Revolution is a phenomenon that has haunted the pages of history, whether as reality or as a Spectre conjured up by Karl Marx. Of late it has traveled far and wide, and Fred Halliday has followed it to far-off places - Cuba, southern Arabia, Iran - in the quest of history in the making. Among the many revealing points he takes note of are the names that men have given to it (pp.
This volume is a collection of seven essays on Latin America by James Dunkerley, all written and published separately between 1992 and 1999. The most immediate question posed, given the wide and varied range in topic covered and in approach (no two essays being alike), is both how the essays work individually and, more pertinently, how coherently they hang together.
‘Look into his eyes: could you ever say “no” to a man like that?’ We were standing before a portrait of Emiliano Zapata; the woman who would have found it hard to say ‘no’ was a young, middle-class professional from Mexico City who had generously taken up the task of introducing her nation’s language and history to me.
Given the division of opinion over the nature of Cuban Revolution, it has always been hard to find a general work on the subject that does not merely tell half the story. However, Toni Kapcia has now provided us with a book which, while comprehensible to a general audience or a useful introduction for students, will nevertheless provide insights for the more specialist reader.
Over the last three decades, histories of popular politics in Latin America have proliferated. It is not hard to understand why. Elections and liberalism loomed large in the present, and so their history began to assume more importance. Larger trends in the discipline reinforced the shift, as historians tipped the interpretive scales away from socio-economic structures and towards agency.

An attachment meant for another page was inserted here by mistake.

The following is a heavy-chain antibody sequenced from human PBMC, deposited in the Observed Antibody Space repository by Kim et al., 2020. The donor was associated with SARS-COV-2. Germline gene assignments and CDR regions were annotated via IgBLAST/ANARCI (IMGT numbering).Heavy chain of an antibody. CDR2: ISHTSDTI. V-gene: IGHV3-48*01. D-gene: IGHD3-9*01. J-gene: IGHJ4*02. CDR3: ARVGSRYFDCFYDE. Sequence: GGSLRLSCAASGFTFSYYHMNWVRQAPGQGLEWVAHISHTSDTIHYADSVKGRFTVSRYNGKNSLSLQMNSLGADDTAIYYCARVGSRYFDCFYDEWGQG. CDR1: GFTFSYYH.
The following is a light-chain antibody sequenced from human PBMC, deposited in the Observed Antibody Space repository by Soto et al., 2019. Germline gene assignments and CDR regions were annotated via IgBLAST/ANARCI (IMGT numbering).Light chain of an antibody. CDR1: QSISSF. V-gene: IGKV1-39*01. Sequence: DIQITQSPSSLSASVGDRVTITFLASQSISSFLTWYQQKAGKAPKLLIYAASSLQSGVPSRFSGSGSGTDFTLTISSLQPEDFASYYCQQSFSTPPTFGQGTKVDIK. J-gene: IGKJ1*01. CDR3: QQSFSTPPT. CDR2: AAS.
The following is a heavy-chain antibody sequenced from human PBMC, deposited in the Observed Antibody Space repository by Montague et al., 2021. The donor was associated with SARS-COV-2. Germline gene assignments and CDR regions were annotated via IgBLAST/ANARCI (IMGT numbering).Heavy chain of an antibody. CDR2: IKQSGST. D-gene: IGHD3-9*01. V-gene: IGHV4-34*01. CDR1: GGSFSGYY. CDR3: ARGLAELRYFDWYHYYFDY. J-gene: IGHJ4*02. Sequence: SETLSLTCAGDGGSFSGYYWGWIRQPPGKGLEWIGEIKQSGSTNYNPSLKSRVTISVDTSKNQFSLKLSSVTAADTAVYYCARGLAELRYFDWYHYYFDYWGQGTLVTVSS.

Most canonical interpretations of the American Civil War revolve around some facet of the great national contest over the status and future of slavery in the western territories.
The Cry of the Renegade begins with the ending of the story. The book starts by mapping the procession that took place on 1 October 1920, when thousands took to the streets to pay their respects and say farewell to José Domingo Gómez Rojas, a poet, university student, and municipal clerk. In his narrative of the procession, Raymond B.
In 1833, after centuries of resistance and rebellion by enslaved people, decades of popularly-mobilized antislavery protests, and years of economic struggle on colonial plantations, England’s Parliament initiated the process of slave emancipation in the British Empire.